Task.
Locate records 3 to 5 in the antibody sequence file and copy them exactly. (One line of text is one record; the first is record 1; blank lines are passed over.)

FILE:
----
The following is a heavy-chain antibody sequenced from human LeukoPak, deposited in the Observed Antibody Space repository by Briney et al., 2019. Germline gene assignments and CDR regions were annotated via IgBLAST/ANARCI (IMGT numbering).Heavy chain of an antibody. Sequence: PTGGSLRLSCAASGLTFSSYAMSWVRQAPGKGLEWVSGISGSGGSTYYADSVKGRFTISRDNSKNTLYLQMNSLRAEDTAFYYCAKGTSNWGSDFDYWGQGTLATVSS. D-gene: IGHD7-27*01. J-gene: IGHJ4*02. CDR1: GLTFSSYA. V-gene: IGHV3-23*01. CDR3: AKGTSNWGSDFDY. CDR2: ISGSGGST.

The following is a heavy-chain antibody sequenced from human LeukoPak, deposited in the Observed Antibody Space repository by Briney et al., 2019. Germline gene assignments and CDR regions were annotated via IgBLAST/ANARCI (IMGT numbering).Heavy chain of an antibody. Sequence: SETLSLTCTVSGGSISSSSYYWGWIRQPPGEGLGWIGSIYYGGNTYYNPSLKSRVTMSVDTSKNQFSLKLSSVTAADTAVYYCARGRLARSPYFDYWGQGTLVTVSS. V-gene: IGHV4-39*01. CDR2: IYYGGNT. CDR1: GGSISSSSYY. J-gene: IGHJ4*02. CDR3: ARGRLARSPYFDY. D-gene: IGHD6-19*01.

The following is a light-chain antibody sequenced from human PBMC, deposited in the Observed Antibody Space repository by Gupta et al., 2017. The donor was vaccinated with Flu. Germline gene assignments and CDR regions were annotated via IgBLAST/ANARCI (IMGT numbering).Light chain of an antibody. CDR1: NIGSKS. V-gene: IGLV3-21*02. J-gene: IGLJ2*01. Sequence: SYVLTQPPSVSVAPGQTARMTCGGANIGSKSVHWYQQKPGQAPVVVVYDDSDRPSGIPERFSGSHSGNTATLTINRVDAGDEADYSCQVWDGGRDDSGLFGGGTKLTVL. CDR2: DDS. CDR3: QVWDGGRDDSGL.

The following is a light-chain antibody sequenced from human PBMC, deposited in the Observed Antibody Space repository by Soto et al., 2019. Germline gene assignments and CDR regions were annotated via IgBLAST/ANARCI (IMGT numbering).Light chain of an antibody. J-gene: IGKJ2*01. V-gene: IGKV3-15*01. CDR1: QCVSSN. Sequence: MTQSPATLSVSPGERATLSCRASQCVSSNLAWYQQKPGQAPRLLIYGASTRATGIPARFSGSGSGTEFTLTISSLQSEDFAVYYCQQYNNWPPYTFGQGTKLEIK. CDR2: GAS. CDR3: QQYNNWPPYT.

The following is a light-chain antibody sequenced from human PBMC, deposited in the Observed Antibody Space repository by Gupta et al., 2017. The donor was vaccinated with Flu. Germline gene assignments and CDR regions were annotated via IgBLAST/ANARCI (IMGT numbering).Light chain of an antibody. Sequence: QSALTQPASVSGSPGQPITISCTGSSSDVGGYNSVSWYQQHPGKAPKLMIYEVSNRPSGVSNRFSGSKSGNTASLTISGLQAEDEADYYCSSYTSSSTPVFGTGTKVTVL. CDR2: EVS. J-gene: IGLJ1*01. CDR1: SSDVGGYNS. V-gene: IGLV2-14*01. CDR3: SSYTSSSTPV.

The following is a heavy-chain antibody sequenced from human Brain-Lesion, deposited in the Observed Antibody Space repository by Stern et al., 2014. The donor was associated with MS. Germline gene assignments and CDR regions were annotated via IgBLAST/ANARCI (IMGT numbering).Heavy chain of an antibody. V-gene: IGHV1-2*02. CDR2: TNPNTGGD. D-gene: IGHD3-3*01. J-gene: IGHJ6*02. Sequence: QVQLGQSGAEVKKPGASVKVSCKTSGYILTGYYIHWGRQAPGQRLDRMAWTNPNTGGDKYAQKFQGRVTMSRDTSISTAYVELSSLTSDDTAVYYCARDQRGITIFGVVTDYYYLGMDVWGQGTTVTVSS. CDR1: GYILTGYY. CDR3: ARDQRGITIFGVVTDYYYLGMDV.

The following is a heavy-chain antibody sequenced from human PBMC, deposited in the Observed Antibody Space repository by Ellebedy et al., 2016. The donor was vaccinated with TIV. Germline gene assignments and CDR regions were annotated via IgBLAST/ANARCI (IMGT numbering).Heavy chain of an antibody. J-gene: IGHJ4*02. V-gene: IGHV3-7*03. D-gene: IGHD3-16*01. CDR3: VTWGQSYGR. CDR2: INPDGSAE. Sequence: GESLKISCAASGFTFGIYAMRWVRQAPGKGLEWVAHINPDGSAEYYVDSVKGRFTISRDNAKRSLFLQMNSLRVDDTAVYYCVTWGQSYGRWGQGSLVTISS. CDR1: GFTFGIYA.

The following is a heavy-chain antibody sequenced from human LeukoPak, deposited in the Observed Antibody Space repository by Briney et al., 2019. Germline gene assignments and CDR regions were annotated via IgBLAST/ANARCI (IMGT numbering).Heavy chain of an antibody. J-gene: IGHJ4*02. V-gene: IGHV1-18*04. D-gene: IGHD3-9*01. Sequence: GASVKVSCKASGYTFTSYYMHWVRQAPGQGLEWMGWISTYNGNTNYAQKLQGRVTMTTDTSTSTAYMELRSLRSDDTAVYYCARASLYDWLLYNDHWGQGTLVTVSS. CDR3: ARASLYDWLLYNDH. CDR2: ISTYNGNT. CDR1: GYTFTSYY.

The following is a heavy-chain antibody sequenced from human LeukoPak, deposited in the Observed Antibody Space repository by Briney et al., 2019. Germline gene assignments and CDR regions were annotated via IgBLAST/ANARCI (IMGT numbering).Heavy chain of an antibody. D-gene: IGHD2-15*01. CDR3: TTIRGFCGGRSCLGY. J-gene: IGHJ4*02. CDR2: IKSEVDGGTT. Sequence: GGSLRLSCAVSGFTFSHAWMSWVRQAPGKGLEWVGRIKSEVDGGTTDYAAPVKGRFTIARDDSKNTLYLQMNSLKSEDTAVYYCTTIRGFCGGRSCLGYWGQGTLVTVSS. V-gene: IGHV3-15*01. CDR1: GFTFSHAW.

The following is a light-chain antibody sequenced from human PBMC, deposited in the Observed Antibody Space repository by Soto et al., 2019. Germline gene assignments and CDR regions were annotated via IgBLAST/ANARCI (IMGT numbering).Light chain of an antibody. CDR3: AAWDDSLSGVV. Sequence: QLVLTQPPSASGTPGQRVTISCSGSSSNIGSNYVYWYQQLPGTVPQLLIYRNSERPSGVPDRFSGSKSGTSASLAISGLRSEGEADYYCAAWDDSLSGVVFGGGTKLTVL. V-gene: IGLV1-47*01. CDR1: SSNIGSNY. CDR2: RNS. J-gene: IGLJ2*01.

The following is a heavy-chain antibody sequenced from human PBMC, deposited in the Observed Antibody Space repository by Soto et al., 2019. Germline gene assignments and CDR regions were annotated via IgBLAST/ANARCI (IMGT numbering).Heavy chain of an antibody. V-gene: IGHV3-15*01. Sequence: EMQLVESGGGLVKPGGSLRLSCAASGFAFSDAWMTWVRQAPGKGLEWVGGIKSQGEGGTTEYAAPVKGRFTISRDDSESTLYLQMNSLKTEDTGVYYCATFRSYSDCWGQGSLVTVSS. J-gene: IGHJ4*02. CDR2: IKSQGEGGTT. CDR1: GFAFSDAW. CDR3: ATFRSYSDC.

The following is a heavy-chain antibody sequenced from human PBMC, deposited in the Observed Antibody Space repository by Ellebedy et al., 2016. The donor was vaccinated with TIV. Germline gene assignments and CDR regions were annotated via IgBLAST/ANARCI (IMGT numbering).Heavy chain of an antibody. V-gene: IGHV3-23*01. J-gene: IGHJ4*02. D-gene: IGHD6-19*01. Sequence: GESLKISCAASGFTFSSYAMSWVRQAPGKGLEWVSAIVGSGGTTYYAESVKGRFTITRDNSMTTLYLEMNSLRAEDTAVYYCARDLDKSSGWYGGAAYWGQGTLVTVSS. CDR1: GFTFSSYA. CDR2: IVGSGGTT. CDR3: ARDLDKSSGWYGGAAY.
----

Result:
The following is a light-chain antibody sequenced from human PBMC, deposited in the Observed Antibody Space repository by Gupta et al., 2017. The donor was vaccinated with Flu. Germline gene assignments and CDR regions were annotated via IgBLAST/ANARCI (IMGT numbering).Light chain of an antibody. CDR1: NIGSKS. V-gene: IGLV3-21*02. J-gene: IGLJ2*01. Sequence: SYVLTQPPSVSVAPGQTARMTCGGANIGSKSVHWYQQKPGQAPVVVVYDDSDRPSGIPERFSGSHSGNTATLTINRVDAGDEADYSCQVWDGGRDDSGLFGGGTKLTVL. CDR2: DDS. CDR3: QVWDGGRDDSGL.

The following is a light-chain antibody sequenced from human PBMC, deposited in the Observed Antibody Space repository by Soto et al., 2019. Germline gene assignments and CDR regions were annotated via IgBLAST/ANARCI (IMGT numbering).Light chain of an antibody. J-gene: IGKJ2*01. V-gene: IGKV3-15*01. CDR1: QCVSSN. Sequence: MTQSPATLSVSPGERATLSCRASQCVSSNLAWYQQKPGQAPRLLIYGASTRATGIPARFSGSGSGTEFTLTISSLQSEDFAVYYCQQYNNWPPYTFGQGTKLEIK. CDR2: GAS. CDR3: QQYNNWPPYT.

The following is a light-chain antibody sequenced from human PBMC, deposited in the Observed Antibody Space repository by Gupta et al., 2017. The donor was vaccinated with Flu. Germline gene assignments and CDR regions were annotated via IgBLAST/ANARCI (IMGT numbering).Light chain of an antibody. Sequence: QSALTQPASVSGSPGQPITISCTGSSSDVGGYNSVSWYQQHPGKAPKLMIYEVSNRPSGVSNRFSGSKSGNTASLTISGLQAEDEADYYCSSYTSSSTPVFGTGTKVTVL. CDR2: EVS. J-gene: IGLJ1*01. CDR1: SSDVGGYNS. V-gene: IGLV2-14*01. CDR3: SSYTSSSTPV.